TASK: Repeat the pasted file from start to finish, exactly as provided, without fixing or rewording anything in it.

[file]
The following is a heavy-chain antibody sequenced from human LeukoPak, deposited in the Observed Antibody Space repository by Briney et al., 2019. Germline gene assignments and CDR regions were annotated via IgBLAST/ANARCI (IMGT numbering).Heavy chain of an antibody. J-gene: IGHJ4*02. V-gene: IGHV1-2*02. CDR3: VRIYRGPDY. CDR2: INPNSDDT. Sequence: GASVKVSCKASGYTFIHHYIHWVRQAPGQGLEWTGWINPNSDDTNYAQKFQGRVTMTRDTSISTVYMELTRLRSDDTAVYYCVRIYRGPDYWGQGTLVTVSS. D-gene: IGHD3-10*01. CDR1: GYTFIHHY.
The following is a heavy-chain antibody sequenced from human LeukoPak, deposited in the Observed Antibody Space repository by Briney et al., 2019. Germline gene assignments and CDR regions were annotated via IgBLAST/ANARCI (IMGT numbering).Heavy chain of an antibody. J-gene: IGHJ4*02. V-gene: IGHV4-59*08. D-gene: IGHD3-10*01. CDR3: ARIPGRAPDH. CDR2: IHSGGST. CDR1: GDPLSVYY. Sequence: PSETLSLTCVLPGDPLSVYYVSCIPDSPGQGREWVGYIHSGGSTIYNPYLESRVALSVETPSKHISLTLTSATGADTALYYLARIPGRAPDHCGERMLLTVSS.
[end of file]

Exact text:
The following is a heavy-chain antibody sequenced from human LeukoPak, deposited in the Observed Antibody Space repository by Briney et al., 2019. Germline gene assignments and CDR regions were annotated via IgBLAST/ANARCI (IMGT numbering).Heavy chain of an antibody. J-gene: IGHJ4*02. V-gene: IGHV1-2*02. CDR3: VRIYRGPDY. CDR2: INPNSDDT. Sequence: GASVKVSCKASGYTFIHHYIHWVRQAPGQGLEWTGWINPNSDDTNYAQKFQGRVTMTRDTSISTVYMELTRLRSDDTAVYYCVRIYRGPDYWGQGTLVTVSS. D-gene: IGHD3-10*01. CDR1: GYTFIHHY.
The following is a heavy-chain antibody sequenced from human LeukoPak, deposited in the Observed Antibody Space repository by Briney et al., 2019. Germline gene assignments and CDR regions were annotated via IgBLAST/ANARCI (IMGT numbering).Heavy chain of an antibody. J-gene: IGHJ4*02. V-gene: IGHV4-59*08. D-gene: IGHD3-10*01. CDR3: ARIPGRAPDH. CDR2: IHSGGST. CDR1: GDPLSVYY. Sequence: PSETLSLTCVLPGDPLSVYYVSCIPDSPGQGREWVGYIHSGGSTIYNPYLESRVALSVETPSKHISLTLTSATGADTALYYLARIPGRAPDHCGERMLLTVSS.